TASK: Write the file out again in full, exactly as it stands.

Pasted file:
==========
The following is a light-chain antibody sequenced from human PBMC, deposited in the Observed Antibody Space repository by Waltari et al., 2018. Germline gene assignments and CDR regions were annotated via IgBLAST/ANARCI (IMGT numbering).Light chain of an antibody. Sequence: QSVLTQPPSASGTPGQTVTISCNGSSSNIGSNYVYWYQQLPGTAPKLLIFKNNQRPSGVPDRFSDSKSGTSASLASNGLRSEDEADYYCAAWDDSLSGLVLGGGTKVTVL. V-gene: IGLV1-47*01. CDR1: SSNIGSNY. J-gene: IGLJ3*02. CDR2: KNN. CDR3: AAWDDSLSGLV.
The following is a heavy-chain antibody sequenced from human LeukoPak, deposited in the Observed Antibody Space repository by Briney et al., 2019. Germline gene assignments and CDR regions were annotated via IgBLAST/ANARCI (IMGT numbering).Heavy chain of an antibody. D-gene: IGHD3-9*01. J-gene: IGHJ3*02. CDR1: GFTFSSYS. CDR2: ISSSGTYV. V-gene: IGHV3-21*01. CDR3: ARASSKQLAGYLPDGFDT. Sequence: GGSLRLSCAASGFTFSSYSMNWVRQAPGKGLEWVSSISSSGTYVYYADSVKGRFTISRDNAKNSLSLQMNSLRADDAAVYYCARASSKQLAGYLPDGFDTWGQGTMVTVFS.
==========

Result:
The following is a light-chain antibody sequenced from human PBMC, deposited in the Observed Antibody Space repository by Waltari et al., 2018. Germline gene assignments and CDR regions were annotated via IgBLAST/ANARCI (IMGT numbering).Light chain of an antibody. Sequence: QSVLTQPPSASGTPGQTVTISCNGSSSNIGSNYVYWYQQLPGTAPKLLIFKNNQRPSGVPDRFSDSKSGTSASLASNGLRSEDEADYYCAAWDDSLSGLVLGGGTKVTVL. V-gene: IGLV1-47*01. CDR1: SSNIGSNY. J-gene: IGLJ3*02. CDR2: KNN. CDR3: AAWDDSLSGLV.
The following is a heavy-chain antibody sequenced from human LeukoPak, deposited in the Observed Antibody Space repository by Briney et al., 2019. Germline gene assignments and CDR regions were annotated via IgBLAST/ANARCI (IMGT numbering).Heavy chain of an antibody. D-gene: IGHD3-9*01. J-gene: IGHJ3*02. CDR1: GFTFSSYS. CDR2: ISSSGTYV. V-gene: IGHV3-21*01. CDR3: ARASSKQLAGYLPDGFDT. Sequence: GGSLRLSCAASGFTFSSYSMNWVRQAPGKGLEWVSSISSSGTYVYYADSVKGRFTISRDNAKNSLSLQMNSLRADDAAVYYCARASSKQLAGYLPDGFDTWGQGTMVTVFS.